Desperate to attract jobs, West Virginia lawmakers made drastic tax cuts. The result was declining investment in education — and stagnant job growth.
That was more than a decade ago. Now, faced with the same problem, state lawmakers want to do it again. Amid a pandemic that has sent the nation into a recession and strained the state’s most basic functions, they want to eliminate West Virginia’s largest revenue source: the income tax.
This time is different, says Gov. Jim Justice, because eliminating the income tax has “sex appeal.”
“We’ve tried in West Virginia. We have cut taxes on a lot of different things throughout the years, but has it really brought people to West Virginia? The answer is no,” Justice said in an interview on the MetroNews radio show Talkline.
“But this will,” he said.
But according to economists interviewed by Mountain State Spotlight, it probably won’t — and could instead exacerbate the state’s problems.
“I wouldn’t feel it would be right to advise policymakers that the way to a stronger economy and job growth is to cut state taxes. The evidence is just too weak,” said Therese McGuire, a professor at the Kellogg School of Management at Northwestern University. She’s advised state governments from Oregon to New Mexico on tax policy, urging them to avoid the exact mistakes that West Virginia’s policymakers are now contemplating,
Story #1: Tax heaven
When people debate the latest changes to West Virginia’s tax policy, they tell one of two stories.
Both have the same ending — strong, sustainable economic growth for a state that has long struggled with the devastating booms and busts of an economy dependent on resource extraction.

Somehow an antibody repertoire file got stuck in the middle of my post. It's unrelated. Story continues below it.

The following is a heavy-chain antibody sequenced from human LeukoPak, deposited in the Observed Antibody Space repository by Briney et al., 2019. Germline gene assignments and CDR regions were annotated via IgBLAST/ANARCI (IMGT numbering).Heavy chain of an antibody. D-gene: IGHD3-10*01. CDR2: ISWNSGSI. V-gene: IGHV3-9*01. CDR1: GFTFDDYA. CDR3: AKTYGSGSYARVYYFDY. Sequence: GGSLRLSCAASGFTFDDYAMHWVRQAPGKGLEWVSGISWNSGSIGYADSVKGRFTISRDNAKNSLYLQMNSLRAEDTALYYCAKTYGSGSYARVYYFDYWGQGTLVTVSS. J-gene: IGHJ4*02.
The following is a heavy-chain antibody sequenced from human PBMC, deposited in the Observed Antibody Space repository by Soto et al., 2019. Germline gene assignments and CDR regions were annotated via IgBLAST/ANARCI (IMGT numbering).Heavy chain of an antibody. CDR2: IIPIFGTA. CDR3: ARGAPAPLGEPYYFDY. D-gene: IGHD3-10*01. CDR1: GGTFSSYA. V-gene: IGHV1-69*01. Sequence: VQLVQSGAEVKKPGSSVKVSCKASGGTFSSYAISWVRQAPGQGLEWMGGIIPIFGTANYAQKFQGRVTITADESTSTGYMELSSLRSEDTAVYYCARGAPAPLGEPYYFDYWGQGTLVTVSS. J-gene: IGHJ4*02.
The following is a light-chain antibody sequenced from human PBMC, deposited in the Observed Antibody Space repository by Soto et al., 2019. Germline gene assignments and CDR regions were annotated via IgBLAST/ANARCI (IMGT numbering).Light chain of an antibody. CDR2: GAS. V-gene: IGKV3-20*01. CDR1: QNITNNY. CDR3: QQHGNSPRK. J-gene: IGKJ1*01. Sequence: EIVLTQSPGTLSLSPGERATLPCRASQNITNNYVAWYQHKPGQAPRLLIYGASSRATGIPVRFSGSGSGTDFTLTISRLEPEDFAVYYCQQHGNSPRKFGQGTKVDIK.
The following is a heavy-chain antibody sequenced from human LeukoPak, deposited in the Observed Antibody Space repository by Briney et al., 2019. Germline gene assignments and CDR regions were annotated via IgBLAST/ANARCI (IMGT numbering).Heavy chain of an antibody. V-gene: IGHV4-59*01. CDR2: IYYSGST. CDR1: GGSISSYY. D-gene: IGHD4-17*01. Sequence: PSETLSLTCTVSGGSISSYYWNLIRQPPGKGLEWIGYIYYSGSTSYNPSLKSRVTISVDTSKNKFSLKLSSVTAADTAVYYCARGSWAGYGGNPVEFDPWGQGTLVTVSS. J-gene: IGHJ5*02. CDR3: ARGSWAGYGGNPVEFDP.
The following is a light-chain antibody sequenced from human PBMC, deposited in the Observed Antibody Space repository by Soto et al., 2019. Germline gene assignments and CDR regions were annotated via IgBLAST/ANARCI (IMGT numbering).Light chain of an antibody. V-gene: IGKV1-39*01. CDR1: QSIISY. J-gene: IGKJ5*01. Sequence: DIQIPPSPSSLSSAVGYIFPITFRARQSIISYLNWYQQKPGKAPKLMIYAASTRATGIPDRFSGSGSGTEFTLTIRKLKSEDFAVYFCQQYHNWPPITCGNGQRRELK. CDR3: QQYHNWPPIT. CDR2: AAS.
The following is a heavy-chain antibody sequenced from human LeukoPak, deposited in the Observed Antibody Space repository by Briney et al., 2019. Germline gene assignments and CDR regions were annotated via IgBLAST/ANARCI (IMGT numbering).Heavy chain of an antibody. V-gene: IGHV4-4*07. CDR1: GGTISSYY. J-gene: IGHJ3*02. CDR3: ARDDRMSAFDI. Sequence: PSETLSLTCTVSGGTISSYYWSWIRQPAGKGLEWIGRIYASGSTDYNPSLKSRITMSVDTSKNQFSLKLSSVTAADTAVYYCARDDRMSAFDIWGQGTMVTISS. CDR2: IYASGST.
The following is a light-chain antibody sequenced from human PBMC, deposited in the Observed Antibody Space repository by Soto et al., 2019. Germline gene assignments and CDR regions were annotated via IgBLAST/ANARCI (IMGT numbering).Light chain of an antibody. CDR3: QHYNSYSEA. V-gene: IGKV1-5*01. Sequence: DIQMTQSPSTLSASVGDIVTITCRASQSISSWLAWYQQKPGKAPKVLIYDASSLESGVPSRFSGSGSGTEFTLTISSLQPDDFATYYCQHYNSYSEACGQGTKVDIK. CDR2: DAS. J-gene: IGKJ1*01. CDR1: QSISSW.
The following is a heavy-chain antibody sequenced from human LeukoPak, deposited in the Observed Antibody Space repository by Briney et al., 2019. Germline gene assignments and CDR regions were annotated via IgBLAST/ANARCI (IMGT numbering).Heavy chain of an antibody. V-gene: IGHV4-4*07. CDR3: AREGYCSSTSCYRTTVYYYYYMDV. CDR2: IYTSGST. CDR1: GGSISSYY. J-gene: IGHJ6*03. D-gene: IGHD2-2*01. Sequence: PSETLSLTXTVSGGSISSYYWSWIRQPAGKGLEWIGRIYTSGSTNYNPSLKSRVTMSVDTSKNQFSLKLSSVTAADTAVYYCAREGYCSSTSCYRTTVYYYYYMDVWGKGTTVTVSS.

But their roadmaps for getting there couldn’t be more different.
The first is a story about individual preferences. It is embodied by Elon Musk, the California tech titan and founder of Tesla who is frequently cited as the world’s richest man — and who no longer lives in California.
Late last year, Musk announced that he’d moved to Texas — and threatened to bring much of Tesla’s operations with him — after expressing his frustrations with California regulations, calling the state “complacent.” California’s income tax is one of the highest in the nation; Texas, and eight other states, have none.
If Justice and Republican lawmakers have their way, West Virginia could soon be the 10th. They believe income tax cuts will attract business and stem the state’s steady population decline as young people flee the state for better opportunities.
Senate Finance Committee Chairman Eric Tarr, R-Putnam, cited Tennessee as a lodestar, noting it was “the number one state in the country where those U-Haul moves went,” after the company released data on popular one-way destinations. The state has no income tax and has had one of the highest rates of job growth in the United States over the last decade. It’s also home to Nashville, which is routinely listed as one of the most desirable places to live in the country.
Senate President Craig Blair, R-Berkeley, said the tax changes would increase the state population by 400,000 over the next decade (which would require either stopping everyone from leaving over that period, or doubling the number of people who move to the state). The population growth, lawmakers argue, will help fill the new hole in the state budget.
The problem with this story — lowering income taxes will drive population growth and, in turn, economic prosperity — is that economists don’t think it’s true.
“The research on this is very incomplete and ambiguous,” said Dan Wilson, vice president of microeconomic research at the Federal Reserve Bank of San Francisco. There’s no strong evidence to connect higher income taxes with substantial outmigration and economic growth, he explained.
Tim Bartik, a senior economist at the W.E. Upjohn Institute for Employment Research in Michigan, was more blunt.
“It will not create a lot of jobs,” he said. And those it does, he explained, will come at a high cost as the government makes cuts to replace lost funding.